The Yellow Sea is no ocean, it’s a yard,
a yard with all its family members.

No one lives there, but still
the ocean builds waves
on its own, earnestly
sweeping in and sweeping away,
today as yesterday.
That kind of yard.

The deep-water fish are my ancestors.

Generation after generation,
my ancestors have risen
to the surface, until they changed
their lives and became
the people at the water’s edge.

Where the Buddha is carved
into the cliff at the water’s edge,
toward sunset,
wholly immersed in sunlight
the chiseled heart beats.

The Cliff Buddha on West Mountain,
South Ch’ungch’ong Province,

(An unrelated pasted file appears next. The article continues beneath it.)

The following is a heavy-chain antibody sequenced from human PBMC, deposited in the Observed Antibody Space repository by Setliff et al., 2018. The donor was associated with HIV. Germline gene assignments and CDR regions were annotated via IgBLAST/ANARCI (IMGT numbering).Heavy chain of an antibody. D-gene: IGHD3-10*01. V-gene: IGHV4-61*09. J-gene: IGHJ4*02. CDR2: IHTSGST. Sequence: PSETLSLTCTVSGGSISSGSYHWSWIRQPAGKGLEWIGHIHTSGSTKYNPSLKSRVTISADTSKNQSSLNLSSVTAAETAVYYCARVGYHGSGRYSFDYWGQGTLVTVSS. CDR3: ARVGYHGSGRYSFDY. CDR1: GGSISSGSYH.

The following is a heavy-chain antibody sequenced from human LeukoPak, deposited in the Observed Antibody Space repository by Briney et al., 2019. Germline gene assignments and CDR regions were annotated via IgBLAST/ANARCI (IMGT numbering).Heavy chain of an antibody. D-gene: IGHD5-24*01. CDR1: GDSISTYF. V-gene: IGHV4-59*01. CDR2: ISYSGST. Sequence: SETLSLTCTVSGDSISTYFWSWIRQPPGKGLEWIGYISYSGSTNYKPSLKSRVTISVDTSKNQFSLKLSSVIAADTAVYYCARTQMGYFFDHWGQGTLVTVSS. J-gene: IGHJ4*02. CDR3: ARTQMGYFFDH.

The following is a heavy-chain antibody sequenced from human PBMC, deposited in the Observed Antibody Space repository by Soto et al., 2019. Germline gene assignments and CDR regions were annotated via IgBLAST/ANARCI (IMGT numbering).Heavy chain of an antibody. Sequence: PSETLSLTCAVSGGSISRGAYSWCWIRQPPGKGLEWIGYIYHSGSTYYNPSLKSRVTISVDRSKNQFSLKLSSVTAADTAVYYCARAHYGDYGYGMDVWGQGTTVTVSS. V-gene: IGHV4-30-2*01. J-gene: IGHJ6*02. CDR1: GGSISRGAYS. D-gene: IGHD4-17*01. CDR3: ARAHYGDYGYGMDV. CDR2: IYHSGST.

that is my ancestor,
not the one from western India.

Right now is the most dazzling moment.
After sunset, opening the eyes in a squint,
peering into the distance,
in the ocean’s middle,
on a speck of an island
already now in gathering darkness,
a baby Buddha is carved into the cliff.
That is not the child of eternity.

Today the sounds of a passing school of sea bream
out there, in that ocean.
The two Buddhas turn their ears
to the majestic journey,
the baby Buddha more plainly listening,
knowing a shark is drawing closer
to any in the school that may be falling behind.
And just then, from the baby Buddha,
a brief cry of distress.